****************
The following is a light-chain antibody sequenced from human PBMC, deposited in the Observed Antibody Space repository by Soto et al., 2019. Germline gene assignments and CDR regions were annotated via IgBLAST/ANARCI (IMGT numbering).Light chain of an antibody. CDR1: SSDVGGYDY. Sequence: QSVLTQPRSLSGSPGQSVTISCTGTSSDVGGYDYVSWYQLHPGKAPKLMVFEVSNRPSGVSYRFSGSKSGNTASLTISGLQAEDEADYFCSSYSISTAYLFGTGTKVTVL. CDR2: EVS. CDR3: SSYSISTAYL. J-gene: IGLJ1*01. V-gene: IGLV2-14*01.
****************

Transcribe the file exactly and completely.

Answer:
The following is a light-chain antibody sequenced from human PBMC, deposited in the Observed Antibody Space repository by Soto et al., 2019. Germline gene assignments and CDR regions were annotated via IgBLAST/ANARCI (IMGT numbering).Light chain of an antibody. CDR1: SSDVGGYDY. Sequence: QSVLTQPRSLSGSPGQSVTISCTGTSSDVGGYDYVSWYQLHPGKAPKLMVFEVSNRPSGVSYRFSGSKSGNTASLTISGLQAEDEADYFCSSYSISTAYLFGTGTKVTVL. CDR2: EVS. CDR3: SSYSISTAYL. J-gene: IGLJ1*01. V-gene: IGLV2-14*01.